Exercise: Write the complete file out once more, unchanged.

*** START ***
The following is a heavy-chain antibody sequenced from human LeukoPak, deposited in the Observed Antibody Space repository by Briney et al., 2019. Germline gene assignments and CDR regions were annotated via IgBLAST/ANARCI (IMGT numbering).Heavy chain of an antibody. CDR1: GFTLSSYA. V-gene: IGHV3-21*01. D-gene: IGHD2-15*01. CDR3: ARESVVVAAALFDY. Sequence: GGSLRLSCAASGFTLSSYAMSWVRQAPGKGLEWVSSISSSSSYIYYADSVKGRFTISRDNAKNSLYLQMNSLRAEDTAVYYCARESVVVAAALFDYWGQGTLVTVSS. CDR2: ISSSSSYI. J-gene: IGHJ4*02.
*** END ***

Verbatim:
The following is a heavy-chain antibody sequenced from human LeukoPak, deposited in the Observed Antibody Space repository by Briney et al., 2019. Germline gene assignments and CDR regions were annotated via IgBLAST/ANARCI (IMGT numbering).Heavy chain of an antibody. CDR1: GFTLSSYA. V-gene: IGHV3-21*01. D-gene: IGHD2-15*01. CDR3: ARESVVVAAALFDY. Sequence: GGSLRLSCAASGFTLSSYAMSWVRQAPGKGLEWVSSISSSSSYIYYADSVKGRFTISRDNAKNSLYLQMNSLRAEDTAVYYCARESVVVAAALFDYWGQGTLVTVSS. CDR2: ISSSSSYI. J-gene: IGHJ4*02.